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Banning of Mejlis' activity could lead to criminalization of ethnic identity in Crimea

This statement was originally published on freedomhouse.org on 27 April 2016.

In response to the ban on the Mejlis issued by the Supreme Court of the Republic of Crimea on April 26, 2016, Freedom House issued the following statement:

"Freedom House unequivocally condemns the occupation authorities' decision to ban the Mejlis, the representative body of the Crimean Tatar people," said Mark. P Lagon, President of Freedom House. "This step, taken under the guise of preventing extremism by an occupying power, could foster pernicious and widespread human rights violations along with the criminalization of an ethnic identity and all of its manifestations."

Background:

Natalia Poklonskaya, a prosecutor from Crimea's de facto occupation authorities, accused the Mejlis of the Crimean Tatar People of being an extremist organization on February 15, 2016, and asked the Supreme Court of the Republic of Crimea, under the control of the de facto authorities, to prohibit the Mejlis' activity under Russia's draconian and arbitrary anti-extremism statutes which are being enforced in Crimea. After Poklonskaya ordered to suspend the Mejlis earlier this month, the Supreme Court of the Republic of Crimea ruled to ban the Mejlis from the peninsula on April 26, 2016.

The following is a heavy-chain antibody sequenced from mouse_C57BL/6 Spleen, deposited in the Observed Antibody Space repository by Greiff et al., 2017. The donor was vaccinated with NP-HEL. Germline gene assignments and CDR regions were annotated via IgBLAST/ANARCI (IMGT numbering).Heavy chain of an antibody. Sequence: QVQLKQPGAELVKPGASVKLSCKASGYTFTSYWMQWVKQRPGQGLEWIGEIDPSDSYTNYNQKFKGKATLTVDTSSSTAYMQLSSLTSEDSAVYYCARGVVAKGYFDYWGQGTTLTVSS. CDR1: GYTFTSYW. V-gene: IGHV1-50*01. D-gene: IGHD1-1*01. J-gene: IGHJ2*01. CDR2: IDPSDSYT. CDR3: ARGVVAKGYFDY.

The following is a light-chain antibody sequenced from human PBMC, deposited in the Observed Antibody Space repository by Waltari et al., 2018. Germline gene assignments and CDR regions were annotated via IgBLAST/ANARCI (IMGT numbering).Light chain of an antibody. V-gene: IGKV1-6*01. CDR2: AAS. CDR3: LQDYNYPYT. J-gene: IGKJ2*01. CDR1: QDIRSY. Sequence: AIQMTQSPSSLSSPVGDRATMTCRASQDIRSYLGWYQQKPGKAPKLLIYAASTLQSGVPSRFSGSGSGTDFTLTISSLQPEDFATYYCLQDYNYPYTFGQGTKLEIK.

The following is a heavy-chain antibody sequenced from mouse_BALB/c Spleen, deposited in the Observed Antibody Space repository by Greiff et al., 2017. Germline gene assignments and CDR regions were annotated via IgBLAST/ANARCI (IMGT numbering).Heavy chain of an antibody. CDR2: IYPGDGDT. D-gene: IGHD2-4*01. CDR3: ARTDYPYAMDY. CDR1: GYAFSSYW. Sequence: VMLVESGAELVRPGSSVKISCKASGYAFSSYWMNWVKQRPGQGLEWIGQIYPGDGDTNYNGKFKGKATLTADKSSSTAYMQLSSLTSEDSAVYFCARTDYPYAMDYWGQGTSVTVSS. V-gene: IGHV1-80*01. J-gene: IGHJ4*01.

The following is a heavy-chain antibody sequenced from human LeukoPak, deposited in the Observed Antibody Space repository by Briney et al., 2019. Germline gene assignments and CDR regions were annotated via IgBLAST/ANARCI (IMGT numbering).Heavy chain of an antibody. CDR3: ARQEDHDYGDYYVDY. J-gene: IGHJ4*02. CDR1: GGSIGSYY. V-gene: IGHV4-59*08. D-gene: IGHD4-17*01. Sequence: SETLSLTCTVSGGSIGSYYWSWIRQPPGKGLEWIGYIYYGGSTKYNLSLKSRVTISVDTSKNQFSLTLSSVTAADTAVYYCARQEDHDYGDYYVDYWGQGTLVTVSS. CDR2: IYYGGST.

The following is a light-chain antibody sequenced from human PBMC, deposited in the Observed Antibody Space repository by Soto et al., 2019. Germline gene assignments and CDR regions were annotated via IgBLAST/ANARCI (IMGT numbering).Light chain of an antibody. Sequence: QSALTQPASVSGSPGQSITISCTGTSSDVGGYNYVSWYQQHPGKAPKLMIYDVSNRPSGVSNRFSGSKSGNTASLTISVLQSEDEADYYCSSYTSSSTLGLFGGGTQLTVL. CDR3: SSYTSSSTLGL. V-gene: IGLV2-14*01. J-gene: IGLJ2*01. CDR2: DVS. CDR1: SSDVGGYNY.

Since its occupation of Crimea began in February 2014, Russia and occupation authorities under its control have relentlessly harassed and persecuted anyone who voices opposition to or is perceived as an opponent of the occupation, in particular Crimea's large Crimean Tatar minority population. As part of this campaign of repression, the occupation authorities have closed Crimean Tatar media; jailed, detained, and forcibly disappeared Crimean Tatar and other activists; and sought to create alternative pro-Russian Crimean Tatar institutions to replace authentic leaders and groups.

Crimea is rated Not Free in Freedom in the World 2016 and Not Free in Freedom of the Press 2016.

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